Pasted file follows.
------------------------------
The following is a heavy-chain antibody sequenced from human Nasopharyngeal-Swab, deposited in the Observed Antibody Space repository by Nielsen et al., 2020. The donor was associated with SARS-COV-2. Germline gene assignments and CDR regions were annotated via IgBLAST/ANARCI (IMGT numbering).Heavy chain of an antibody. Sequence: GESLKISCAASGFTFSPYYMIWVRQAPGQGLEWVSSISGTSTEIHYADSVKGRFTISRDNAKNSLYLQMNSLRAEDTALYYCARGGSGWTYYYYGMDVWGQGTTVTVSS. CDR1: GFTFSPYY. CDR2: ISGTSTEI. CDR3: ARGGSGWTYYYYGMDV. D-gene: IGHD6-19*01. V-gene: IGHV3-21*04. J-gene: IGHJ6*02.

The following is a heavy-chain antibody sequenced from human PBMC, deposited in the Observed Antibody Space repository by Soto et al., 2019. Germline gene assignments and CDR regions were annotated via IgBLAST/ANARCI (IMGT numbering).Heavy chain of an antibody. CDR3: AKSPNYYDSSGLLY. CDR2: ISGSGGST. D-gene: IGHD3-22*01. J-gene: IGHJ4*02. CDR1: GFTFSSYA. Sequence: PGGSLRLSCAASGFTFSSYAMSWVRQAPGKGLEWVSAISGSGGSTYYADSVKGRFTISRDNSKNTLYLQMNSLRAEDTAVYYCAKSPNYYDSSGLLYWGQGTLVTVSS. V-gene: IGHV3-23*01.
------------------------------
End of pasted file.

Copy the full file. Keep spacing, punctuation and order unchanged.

The following is a heavy-chain antibody sequenced from human Nasopharyngeal-Swab, deposited in the Observed Antibody Space repository by Nielsen et al., 2020. The donor was associated with SARS-COV-2. Germline gene assignments and CDR regions were annotated via IgBLAST/ANARCI (IMGT numbering).Heavy chain of an antibody. Sequence: GESLKISCAASGFTFSPYYMIWVRQAPGQGLEWVSSISGTSTEIHYADSVKGRFTISRDNAKNSLYLQMNSLRAEDTALYYCARGGSGWTYYYYGMDVWGQGTTVTVSS. CDR1: GFTFSPYY. CDR2: ISGTSTEI. CDR3: ARGGSGWTYYYYGMDV. D-gene: IGHD6-19*01. V-gene: IGHV3-21*04. J-gene: IGHJ6*02.

The following is a heavy-chain antibody sequenced from human PBMC, deposited in the Observed Antibody Space repository by Soto et al., 2019. Germline gene assignments and CDR regions were annotated via IgBLAST/ANARCI (IMGT numbering).Heavy chain of an antibody. CDR3: AKSPNYYDSSGLLY. CDR2: ISGSGGST. D-gene: IGHD3-22*01. J-gene: IGHJ4*02. CDR1: GFTFSSYA. Sequence: PGGSLRLSCAASGFTFSSYAMSWVRQAPGKGLEWVSAISGSGGSTYYADSVKGRFTISRDNSKNTLYLQMNSLRAEDTAVYYCAKSPNYYDSSGLLYWGQGTLVTVSS. V-gene: IGHV3-23*01.